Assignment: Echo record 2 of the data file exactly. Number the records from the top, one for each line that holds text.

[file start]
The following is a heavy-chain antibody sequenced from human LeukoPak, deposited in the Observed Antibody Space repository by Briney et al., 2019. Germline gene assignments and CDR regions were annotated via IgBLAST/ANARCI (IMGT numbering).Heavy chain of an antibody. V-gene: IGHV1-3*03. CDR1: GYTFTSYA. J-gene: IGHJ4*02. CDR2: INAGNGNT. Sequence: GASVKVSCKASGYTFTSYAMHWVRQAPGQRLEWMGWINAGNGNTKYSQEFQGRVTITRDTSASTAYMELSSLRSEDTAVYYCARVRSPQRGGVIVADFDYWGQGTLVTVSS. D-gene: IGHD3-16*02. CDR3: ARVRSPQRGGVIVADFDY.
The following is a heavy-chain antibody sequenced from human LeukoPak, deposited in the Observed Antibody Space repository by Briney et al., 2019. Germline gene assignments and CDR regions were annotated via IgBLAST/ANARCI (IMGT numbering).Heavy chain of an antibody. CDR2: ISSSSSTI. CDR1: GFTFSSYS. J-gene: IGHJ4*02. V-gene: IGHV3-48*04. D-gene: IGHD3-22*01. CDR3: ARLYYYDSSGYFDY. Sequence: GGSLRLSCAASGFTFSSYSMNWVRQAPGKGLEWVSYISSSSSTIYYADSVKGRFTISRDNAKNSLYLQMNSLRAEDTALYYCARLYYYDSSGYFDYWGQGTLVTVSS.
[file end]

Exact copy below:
The following is a heavy-chain antibody sequenced from human LeukoPak, deposited in the Observed Antibody Space repository by Briney et al., 2019. Germline gene assignments and CDR regions were annotated via IgBLAST/ANARCI (IMGT numbering).Heavy chain of an antibody. CDR2: ISSSSSTI. CDR1: GFTFSSYS. J-gene: IGHJ4*02. V-gene: IGHV3-48*04. D-gene: IGHD3-22*01. CDR3: ARLYYYDSSGYFDY. Sequence: GGSLRLSCAASGFTFSSYSMNWVRQAPGKGLEWVSYISSSSSTIYYADSVKGRFTISRDNAKNSLYLQMNSLRAEDTALYYCARLYYYDSSGYFDYWGQGTLVTVSS.